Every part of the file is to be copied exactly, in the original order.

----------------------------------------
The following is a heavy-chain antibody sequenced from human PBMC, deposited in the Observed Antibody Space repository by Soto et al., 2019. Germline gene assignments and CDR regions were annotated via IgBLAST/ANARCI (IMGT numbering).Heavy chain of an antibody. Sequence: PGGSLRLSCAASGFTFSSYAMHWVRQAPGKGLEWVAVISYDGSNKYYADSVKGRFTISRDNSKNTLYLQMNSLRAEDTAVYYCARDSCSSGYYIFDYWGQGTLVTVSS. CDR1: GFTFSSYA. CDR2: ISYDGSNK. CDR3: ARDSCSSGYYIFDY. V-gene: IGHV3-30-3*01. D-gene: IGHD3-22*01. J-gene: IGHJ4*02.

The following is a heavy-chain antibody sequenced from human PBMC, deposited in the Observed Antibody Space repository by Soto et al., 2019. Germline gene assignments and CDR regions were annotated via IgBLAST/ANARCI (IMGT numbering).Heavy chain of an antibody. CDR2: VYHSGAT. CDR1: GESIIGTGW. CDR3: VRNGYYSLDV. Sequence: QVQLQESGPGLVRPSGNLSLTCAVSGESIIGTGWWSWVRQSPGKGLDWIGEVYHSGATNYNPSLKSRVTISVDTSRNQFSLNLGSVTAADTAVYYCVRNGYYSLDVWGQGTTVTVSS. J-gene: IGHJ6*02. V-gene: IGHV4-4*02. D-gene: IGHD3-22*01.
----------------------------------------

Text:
The following is a heavy-chain antibody sequenced from human PBMC, deposited in the Observed Antibody Space repository by Soto et al., 2019. Germline gene assignments and CDR regions were annotated via IgBLAST/ANARCI (IMGT numbering).Heavy chain of an antibody. Sequence: PGGSLRLSCAASGFTFSSYAMHWVRQAPGKGLEWVAVISYDGSNKYYADSVKGRFTISRDNSKNTLYLQMNSLRAEDTAVYYCARDSCSSGYYIFDYWGQGTLVTVSS. CDR1: GFTFSSYA. CDR2: ISYDGSNK. CDR3: ARDSCSSGYYIFDY. V-gene: IGHV3-30-3*01. D-gene: IGHD3-22*01. J-gene: IGHJ4*02.

The following is a heavy-chain antibody sequenced from human PBMC, deposited in the Observed Antibody Space repository by Soto et al., 2019. Germline gene assignments and CDR regions were annotated via IgBLAST/ANARCI (IMGT numbering).Heavy chain of an antibody. CDR2: VYHSGAT. CDR1: GESIIGTGW. CDR3: VRNGYYSLDV. Sequence: QVQLQESGPGLVRPSGNLSLTCAVSGESIIGTGWWSWVRQSPGKGLDWIGEVYHSGATNYNPSLKSRVTISVDTSRNQFSLNLGSVTAADTAVYYCVRNGYYSLDVWGQGTTVTVSS. J-gene: IGHJ6*02. V-gene: IGHV4-4*02. D-gene: IGHD3-22*01.